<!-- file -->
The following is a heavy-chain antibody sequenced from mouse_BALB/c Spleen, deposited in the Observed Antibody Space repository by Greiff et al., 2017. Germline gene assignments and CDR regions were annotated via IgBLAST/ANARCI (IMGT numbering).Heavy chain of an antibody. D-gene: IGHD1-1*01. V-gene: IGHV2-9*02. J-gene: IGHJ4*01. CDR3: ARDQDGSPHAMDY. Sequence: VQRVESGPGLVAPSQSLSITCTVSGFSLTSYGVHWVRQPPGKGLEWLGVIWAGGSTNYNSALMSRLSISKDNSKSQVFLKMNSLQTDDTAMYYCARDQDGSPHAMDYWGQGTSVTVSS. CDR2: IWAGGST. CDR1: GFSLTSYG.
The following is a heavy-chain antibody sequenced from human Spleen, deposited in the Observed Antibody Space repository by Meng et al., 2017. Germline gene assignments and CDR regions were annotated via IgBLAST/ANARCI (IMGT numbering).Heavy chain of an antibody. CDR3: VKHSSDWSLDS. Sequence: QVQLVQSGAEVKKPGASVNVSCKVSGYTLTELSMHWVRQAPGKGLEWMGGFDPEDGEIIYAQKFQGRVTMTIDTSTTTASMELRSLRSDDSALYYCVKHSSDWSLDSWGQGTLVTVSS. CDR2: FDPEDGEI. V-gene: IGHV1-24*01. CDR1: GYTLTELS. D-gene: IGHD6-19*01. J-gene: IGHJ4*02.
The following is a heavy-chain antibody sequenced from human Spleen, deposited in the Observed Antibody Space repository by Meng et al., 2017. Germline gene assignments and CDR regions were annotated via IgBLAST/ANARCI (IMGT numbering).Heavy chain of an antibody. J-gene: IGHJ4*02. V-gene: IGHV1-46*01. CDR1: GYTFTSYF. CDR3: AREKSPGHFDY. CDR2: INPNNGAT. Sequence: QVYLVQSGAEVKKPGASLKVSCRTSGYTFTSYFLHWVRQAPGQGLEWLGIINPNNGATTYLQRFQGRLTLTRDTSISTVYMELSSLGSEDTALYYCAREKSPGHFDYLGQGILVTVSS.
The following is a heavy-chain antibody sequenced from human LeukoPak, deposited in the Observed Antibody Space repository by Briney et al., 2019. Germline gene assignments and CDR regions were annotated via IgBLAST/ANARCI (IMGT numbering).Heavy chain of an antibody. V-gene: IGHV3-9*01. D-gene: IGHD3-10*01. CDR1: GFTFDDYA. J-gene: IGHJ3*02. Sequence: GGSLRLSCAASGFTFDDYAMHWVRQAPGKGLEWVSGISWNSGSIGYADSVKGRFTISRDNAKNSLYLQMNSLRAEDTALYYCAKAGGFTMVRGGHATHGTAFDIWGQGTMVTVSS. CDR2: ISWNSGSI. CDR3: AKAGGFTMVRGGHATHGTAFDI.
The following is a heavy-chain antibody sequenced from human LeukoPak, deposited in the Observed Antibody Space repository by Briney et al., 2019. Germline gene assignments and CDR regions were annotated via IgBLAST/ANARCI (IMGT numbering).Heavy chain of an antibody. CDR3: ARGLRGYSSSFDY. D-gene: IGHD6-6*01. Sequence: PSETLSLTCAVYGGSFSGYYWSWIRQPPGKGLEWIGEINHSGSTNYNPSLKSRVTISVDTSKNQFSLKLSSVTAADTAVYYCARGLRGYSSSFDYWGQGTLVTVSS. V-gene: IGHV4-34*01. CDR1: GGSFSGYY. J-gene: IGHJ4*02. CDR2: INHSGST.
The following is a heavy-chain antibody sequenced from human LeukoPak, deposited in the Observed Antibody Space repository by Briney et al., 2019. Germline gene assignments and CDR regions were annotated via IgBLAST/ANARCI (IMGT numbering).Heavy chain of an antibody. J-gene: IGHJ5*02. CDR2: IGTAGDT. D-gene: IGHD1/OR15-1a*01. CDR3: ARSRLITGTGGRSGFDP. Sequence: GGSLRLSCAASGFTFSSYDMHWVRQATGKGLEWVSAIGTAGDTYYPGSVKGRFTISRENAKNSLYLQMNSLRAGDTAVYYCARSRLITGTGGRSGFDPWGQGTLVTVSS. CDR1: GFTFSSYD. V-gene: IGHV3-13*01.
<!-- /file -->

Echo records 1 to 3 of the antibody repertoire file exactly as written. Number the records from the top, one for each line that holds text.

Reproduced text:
The following is a heavy-chain antibody sequenced from mouse_BALB/c Spleen, deposited in the Observed Antibody Space repository by Greiff et al., 2017. Germline gene assignments and CDR regions were annotated via IgBLAST/ANARCI (IMGT numbering).Heavy chain of an antibody. D-gene: IGHD1-1*01. V-gene: IGHV2-9*02. J-gene: IGHJ4*01. CDR3: ARDQDGSPHAMDY. Sequence: VQRVESGPGLVAPSQSLSITCTVSGFSLTSYGVHWVRQPPGKGLEWLGVIWAGGSTNYNSALMSRLSISKDNSKSQVFLKMNSLQTDDTAMYYCARDQDGSPHAMDYWGQGTSVTVSS. CDR2: IWAGGST. CDR1: GFSLTSYG.
The following is a heavy-chain antibody sequenced from human Spleen, deposited in the Observed Antibody Space repository by Meng et al., 2017. Germline gene assignments and CDR regions were annotated via IgBLAST/ANARCI (IMGT numbering).Heavy chain of an antibody. CDR3: VKHSSDWSLDS. Sequence: QVQLVQSGAEVKKPGASVNVSCKVSGYTLTELSMHWVRQAPGKGLEWMGGFDPEDGEIIYAQKFQGRVTMTIDTSTTTASMELRSLRSDDSALYYCVKHSSDWSLDSWGQGTLVTVSS. CDR2: FDPEDGEI. V-gene: IGHV1-24*01. CDR1: GYTLTELS. D-gene: IGHD6-19*01. J-gene: IGHJ4*02.
The following is a heavy-chain antibody sequenced from human Spleen, deposited in the Observed Antibody Space repository by Meng et al., 2017. Germline gene assignments and CDR regions were annotated via IgBLAST/ANARCI (IMGT numbering).Heavy chain of an antibody. J-gene: IGHJ4*02. V-gene: IGHV1-46*01. CDR1: GYTFTSYF. CDR3: AREKSPGHFDY. CDR2: INPNNGAT. Sequence: QVYLVQSGAEVKKPGASLKVSCRTSGYTFTSYFLHWVRQAPGQGLEWLGIINPNNGATTYLQRFQGRLTLTRDTSISTVYMELSSLGSEDTALYYCAREKSPGHFDYLGQGILVTVSS.